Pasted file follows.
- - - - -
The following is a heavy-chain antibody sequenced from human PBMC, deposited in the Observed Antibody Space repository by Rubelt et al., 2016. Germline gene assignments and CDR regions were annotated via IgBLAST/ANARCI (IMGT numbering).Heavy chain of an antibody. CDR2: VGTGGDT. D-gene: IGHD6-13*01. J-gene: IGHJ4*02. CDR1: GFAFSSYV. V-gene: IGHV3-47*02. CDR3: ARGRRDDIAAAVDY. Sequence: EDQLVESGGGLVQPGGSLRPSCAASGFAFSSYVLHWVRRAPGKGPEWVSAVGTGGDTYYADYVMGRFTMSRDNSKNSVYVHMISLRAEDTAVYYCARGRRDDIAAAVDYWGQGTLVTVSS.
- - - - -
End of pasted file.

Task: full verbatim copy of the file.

The following is a heavy-chain antibody sequenced from human PBMC, deposited in the Observed Antibody Space repository by Rubelt et al., 2016. Germline gene assignments and CDR regions were annotated via IgBLAST/ANARCI (IMGT numbering).Heavy chain of an antibody. CDR2: VGTGGDT. D-gene: IGHD6-13*01. J-gene: IGHJ4*02. CDR1: GFAFSSYV. V-gene: IGHV3-47*02. CDR3: ARGRRDDIAAAVDY. Sequence: EDQLVESGGGLVQPGGSLRPSCAASGFAFSSYVLHWVRRAPGKGPEWVSAVGTGGDTYYADYVMGRFTMSRDNSKNSVYVHMISLRAEDTAVYYCARGRRDDIAAAVDYWGQGTLVTVSS.